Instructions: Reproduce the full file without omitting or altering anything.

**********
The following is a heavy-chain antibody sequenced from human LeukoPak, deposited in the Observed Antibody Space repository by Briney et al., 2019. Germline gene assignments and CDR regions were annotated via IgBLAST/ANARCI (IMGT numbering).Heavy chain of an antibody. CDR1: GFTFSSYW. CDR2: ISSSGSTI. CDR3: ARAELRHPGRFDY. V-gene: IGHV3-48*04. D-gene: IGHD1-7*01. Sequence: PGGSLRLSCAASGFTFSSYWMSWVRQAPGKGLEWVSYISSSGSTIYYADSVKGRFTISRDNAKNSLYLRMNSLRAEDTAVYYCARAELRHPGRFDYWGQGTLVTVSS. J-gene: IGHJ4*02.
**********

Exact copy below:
The following is a heavy-chain antibody sequenced from human LeukoPak, deposited in the Observed Antibody Space repository by Briney et al., 2019. Germline gene assignments and CDR regions were annotated via IgBLAST/ANARCI (IMGT numbering).Heavy chain of an antibody. CDR1: GFTFSSYW. CDR2: ISSSGSTI. CDR3: ARAELRHPGRFDY. V-gene: IGHV3-48*04. D-gene: IGHD1-7*01. Sequence: PGGSLRLSCAASGFTFSSYWMSWVRQAPGKGLEWVSYISSSGSTIYYADSVKGRFTISRDNAKNSLYLRMNSLRAEDTAVYYCARAELRHPGRFDYWGQGTLVTVSS. J-gene: IGHJ4*02.